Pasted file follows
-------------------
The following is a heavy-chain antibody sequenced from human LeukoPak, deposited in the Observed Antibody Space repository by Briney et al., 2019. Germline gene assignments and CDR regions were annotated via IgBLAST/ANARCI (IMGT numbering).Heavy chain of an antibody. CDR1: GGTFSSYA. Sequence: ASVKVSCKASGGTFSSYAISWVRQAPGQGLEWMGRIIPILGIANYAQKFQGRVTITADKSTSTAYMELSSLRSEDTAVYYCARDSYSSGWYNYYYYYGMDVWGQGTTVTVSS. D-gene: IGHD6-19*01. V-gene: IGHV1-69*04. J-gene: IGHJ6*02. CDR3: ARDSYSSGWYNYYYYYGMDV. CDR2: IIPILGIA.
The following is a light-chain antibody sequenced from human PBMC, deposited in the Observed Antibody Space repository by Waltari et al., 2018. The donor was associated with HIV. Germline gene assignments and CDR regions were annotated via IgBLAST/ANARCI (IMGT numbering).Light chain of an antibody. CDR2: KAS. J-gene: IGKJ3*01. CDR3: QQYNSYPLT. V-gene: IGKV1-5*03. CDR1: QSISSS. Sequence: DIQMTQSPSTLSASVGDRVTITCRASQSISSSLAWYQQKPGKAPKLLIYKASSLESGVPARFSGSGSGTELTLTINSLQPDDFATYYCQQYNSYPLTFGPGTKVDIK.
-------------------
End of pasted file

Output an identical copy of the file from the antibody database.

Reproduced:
The following is a heavy-chain antibody sequenced from human LeukoPak, deposited in the Observed Antibody Space repository by Briney et al., 2019. Germline gene assignments and CDR regions were annotated via IgBLAST/ANARCI (IMGT numbering).Heavy chain of an antibody. CDR1: GGTFSSYA. Sequence: ASVKVSCKASGGTFSSYAISWVRQAPGQGLEWMGRIIPILGIANYAQKFQGRVTITADKSTSTAYMELSSLRSEDTAVYYCARDSYSSGWYNYYYYYGMDVWGQGTTVTVSS. D-gene: IGHD6-19*01. V-gene: IGHV1-69*04. J-gene: IGHJ6*02. CDR3: ARDSYSSGWYNYYYYYGMDV. CDR2: IIPILGIA.
The following is a light-chain antibody sequenced from human PBMC, deposited in the Observed Antibody Space repository by Waltari et al., 2018. The donor was associated with HIV. Germline gene assignments and CDR regions were annotated via IgBLAST/ANARCI (IMGT numbering).Light chain of an antibody. CDR2: KAS. J-gene: IGKJ3*01. CDR3: QQYNSYPLT. V-gene: IGKV1-5*03. CDR1: QSISSS. Sequence: DIQMTQSPSTLSASVGDRVTITCRASQSISSSLAWYQQKPGKAPKLLIYKASSLESGVPARFSGSGSGTELTLTINSLQPDDFATYYCQQYNSYPLTFGPGTKVDIK.